Many groups have searched for pre-JAK2 molecular events in MPN. This led to the discovery of TET2 (TET oncogene family member-2) and ASXL1 (additional sex comb like-1) defects and to the identification of the 46/1 predisposition haplotype in JAK2.

3.1 Susceptibility to MPN due to the JAK2 46/1 haplotype

An inherited predisposition was suspected since the observation of pedigrees with many MPN affected family members with or without acquired JAK2 mutations [41]. In addition to these obvious familial MPN, large population studies found that first-degree relatives of affected patients had a five- to sevenfold increased risk for developing an MPN [42]. In 2009, an intriguing association between the risk of developing a JAK2V617F MPN and a germline haplotype block spanning the JAK2 gene was described by three independent groups [43, 44, 45]. This predisposition allele is called “46/1” and is tagged by four single nucleotide polymorphisms (SNP) on the 3′ end of the JAK2 gene (rs3780367, rs10974944, rs12343867 and rs1159782). The analysis of patients heterozygous for the 46/1 haplotype allowed the demonstration that the JAK2 V617F mutation occurs more likely in cis with the predisposition allele. This observation led to the hypothesis that this particular haplotype could confer an unexplained hypermutability property on the JAK2 locus. In line with this hypothesis, JAK2 exon 12 mutations were also demonstrated to mainly occur in cis with 46/1. However, a second hypothesis proposes that the JAK2V617F mutation occurs at the same frequency on the two alleles, but cells with the mutation on the predisposition allele have a stronger selective advantage. This so-called “fertile ground” hypothesis may be explained by a functional variant of JAK2, but there is no allele-specific differential expression of JAK2, and the 46/1 haplotype is not linked with any nonsynonymous coding polymorphism. Things are probably more complex than expected because JAK2 negative MPN are also associated with the predisposition haplotype, although at a lower extent [46]. This observation would favor the “fertile ground” hypothesis, assuming that a subtle proliferative advantage could preexist in cells with the haplotype predisposition and no JAK2 mutation. The two hypotheses are currently under investigation. Perhaps, a solution to this conundrum will be a mix of the two explanations, with the fertile ground hyperproliferation indirectly leading to an increased frequency of error-prone mutations, which may be more likely to occur on a hypermutable allele.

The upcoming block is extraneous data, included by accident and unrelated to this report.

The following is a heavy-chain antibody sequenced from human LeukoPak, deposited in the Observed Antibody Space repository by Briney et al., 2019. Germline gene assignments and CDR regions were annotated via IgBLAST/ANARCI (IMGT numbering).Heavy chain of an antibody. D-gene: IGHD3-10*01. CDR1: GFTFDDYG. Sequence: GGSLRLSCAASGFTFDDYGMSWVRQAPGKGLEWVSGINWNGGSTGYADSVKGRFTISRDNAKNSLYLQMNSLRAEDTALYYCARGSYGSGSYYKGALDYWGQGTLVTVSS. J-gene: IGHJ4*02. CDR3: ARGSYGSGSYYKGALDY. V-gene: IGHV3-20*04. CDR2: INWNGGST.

3.2 TET2 mutations

TET2 belongs to a family of three genes. The founder member, TET1 (Ten eleven translocation-1), is involved in a t(10;11) translocation in rare acute myeloid leukemia [47]. TET1 is a 2-oxoglutarate and Fe2+ dependent dioxygenase that catalyzes the conversion of 5-methylcytosine (5mC) to 5-hydroxymethylcytosine (5hmC) in embryonic stem cells [48]. The three members of the TET family (TET1, TET2, and TET3) share two highly conserved domains. The carboxy-terminal domain holds the catalytic dioxygenase activity. The conservation of this domain in the family suggests that TET2 and TET3 are also dioxygenases able to convert 5mC to 5hmC (Fig. 2). The meaning of the conversion of 5mC to 5hmC remains unclear. However, its putative function is to participate in an active or passive DNA demethylation process.

TET2 mutations and deletions have recently been identified in MPN [49]. Initial observations were done by analyzing a subset of MPN patients who had an uncommon dynamics of the JAK2V617F malignant clone. In striking contrast with other JAK2V617F MPN patients, who have a late amplification of the clone related to the effect of JAK2V617F, a minority of patients had an early onset of clonality. This was due to the amplification of the JAK2V617F clone in early myeloid or multipotent compartment of progenitor cells. SNP arrays and CGH array revealed in three out of five such patients that the TET2 locus was rearranged either in an acquired 325 kb 4q24 deletion or in an acquired uniparental disomy of chromosome 4q. Sequencing of the coding sequence of TET2 revealed acquired mutations in the two patients with aUPD. Subsequent analysis of TET2 sequence and rearrangements in more than 1000 patients by several groups led to the establishment of the frequencies of TET2 defects in MPN: around 12% in all MPN [28, 50, 51], 14% in PV, 8% in ET, 20% in PMF, 29% in SM [52], and 25% in post-MPN-AML [28, 50, 51]. TET2 defects were detected in MPN carrying JAK2V617F, JAK2 exon 12 mutations, MPL515 mutations, or devoid of these mutations. Studies on familial MPN found only acquired mutations in TET2 [53]. However, a recent study described two siblings, one with a JAK2V617F PV, and the other without hematopoietic malignancy, presenting a germline frameshift mutation in TET2 [54].